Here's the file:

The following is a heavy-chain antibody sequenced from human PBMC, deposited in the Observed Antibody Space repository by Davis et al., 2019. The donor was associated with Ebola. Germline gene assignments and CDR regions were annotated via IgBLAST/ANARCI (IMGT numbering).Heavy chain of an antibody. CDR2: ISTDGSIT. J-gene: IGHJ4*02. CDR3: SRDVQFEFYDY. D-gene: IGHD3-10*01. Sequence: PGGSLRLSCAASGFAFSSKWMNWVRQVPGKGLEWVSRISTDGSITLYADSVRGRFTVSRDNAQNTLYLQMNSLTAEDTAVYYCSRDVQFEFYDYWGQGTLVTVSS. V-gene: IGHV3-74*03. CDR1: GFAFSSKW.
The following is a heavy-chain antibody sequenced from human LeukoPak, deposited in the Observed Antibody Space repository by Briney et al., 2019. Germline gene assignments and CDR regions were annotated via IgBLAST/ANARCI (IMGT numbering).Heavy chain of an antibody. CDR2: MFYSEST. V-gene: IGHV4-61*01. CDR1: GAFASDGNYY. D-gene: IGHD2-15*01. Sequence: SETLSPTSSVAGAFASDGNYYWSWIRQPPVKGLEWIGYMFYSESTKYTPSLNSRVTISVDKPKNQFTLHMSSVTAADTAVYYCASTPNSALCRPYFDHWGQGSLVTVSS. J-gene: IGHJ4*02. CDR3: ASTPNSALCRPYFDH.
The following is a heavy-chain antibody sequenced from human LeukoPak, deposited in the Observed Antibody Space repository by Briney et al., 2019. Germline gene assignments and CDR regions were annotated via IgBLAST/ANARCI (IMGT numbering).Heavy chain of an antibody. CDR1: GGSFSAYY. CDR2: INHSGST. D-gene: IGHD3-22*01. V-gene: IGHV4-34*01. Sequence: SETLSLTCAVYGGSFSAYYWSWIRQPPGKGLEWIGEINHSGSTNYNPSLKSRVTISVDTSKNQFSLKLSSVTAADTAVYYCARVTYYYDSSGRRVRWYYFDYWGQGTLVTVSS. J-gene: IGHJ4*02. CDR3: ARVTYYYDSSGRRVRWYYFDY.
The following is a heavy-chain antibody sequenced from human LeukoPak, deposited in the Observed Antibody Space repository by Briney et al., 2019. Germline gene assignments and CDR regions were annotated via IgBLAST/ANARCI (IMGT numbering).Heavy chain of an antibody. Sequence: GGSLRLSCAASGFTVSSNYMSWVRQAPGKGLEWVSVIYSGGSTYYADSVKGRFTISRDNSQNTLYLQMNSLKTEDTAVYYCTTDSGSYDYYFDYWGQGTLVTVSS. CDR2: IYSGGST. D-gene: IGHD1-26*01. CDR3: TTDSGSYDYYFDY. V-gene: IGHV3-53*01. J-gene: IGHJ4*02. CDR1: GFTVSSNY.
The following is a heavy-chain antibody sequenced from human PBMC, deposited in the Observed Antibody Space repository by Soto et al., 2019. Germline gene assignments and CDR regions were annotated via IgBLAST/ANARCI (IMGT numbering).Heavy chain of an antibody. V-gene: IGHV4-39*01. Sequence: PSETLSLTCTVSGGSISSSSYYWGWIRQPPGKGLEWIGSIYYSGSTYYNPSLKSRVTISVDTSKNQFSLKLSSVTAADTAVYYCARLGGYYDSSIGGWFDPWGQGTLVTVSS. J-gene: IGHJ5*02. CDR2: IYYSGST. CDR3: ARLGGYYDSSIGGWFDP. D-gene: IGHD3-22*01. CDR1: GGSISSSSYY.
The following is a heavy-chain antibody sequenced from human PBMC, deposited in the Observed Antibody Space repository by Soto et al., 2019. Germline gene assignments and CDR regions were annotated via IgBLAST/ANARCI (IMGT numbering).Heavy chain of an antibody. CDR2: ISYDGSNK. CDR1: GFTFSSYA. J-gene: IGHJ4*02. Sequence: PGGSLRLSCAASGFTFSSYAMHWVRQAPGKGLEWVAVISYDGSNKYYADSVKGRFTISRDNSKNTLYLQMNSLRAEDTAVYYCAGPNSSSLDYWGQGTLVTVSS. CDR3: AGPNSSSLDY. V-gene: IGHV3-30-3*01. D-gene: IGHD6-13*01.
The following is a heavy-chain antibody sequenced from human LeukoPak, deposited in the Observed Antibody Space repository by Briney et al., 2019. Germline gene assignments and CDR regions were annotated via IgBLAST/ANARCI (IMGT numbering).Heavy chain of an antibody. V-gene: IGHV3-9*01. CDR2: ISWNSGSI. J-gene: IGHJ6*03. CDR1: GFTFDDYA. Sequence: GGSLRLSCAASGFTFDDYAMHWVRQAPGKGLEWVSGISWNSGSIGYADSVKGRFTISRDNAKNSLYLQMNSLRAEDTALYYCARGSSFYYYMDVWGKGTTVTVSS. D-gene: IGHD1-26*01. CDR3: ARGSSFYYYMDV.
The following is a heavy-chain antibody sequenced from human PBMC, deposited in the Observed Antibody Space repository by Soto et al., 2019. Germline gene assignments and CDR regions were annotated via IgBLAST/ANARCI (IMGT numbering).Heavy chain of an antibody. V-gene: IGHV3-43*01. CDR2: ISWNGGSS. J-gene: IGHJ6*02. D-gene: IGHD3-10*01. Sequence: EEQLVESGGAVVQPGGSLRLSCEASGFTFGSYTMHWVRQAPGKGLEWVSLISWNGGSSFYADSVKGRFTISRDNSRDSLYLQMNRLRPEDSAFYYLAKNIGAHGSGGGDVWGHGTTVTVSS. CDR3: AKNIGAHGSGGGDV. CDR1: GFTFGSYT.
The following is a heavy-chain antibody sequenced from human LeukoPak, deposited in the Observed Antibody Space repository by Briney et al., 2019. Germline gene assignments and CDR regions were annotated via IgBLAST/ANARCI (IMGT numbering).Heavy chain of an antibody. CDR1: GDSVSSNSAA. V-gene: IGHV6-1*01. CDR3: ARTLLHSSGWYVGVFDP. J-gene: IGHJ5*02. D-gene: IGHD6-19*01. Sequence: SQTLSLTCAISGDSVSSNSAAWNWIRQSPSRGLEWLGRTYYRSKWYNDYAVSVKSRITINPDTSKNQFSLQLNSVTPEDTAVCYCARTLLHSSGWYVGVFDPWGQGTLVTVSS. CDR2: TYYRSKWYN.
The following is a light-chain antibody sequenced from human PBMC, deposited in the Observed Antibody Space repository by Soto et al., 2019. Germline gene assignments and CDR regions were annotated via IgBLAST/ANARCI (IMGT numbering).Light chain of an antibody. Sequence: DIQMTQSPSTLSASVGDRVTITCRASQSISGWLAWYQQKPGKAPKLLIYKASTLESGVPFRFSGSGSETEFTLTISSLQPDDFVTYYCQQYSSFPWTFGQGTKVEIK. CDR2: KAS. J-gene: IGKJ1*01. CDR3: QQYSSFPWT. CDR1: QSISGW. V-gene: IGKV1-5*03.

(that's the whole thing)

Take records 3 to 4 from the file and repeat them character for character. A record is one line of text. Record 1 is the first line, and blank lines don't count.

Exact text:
The following is a heavy-chain antibody sequenced from human LeukoPak, deposited in the Observed Antibody Space repository by Briney et al., 2019. Germline gene assignments and CDR regions were annotated via IgBLAST/ANARCI (IMGT numbering).Heavy chain of an antibody. CDR1: GGSFSAYY. CDR2: INHSGST. D-gene: IGHD3-22*01. V-gene: IGHV4-34*01. Sequence: SETLSLTCAVYGGSFSAYYWSWIRQPPGKGLEWIGEINHSGSTNYNPSLKSRVTISVDTSKNQFSLKLSSVTAADTAVYYCARVTYYYDSSGRRVRWYYFDYWGQGTLVTVSS. J-gene: IGHJ4*02. CDR3: ARVTYYYDSSGRRVRWYYFDY.
The following is a heavy-chain antibody sequenced from human LeukoPak, deposited in the Observed Antibody Space repository by Briney et al., 2019. Germline gene assignments and CDR regions were annotated via IgBLAST/ANARCI (IMGT numbering).Heavy chain of an antibody. Sequence: GGSLRLSCAASGFTVSSNYMSWVRQAPGKGLEWVSVIYSGGSTYYADSVKGRFTISRDNSQNTLYLQMNSLKTEDTAVYYCTTDSGSYDYYFDYWGQGTLVTVSS. CDR2: IYSGGST. D-gene: IGHD1-26*01. CDR3: TTDSGSYDYYFDY. V-gene: IGHV3-53*01. J-gene: IGHJ4*02. CDR1: GFTVSSNY.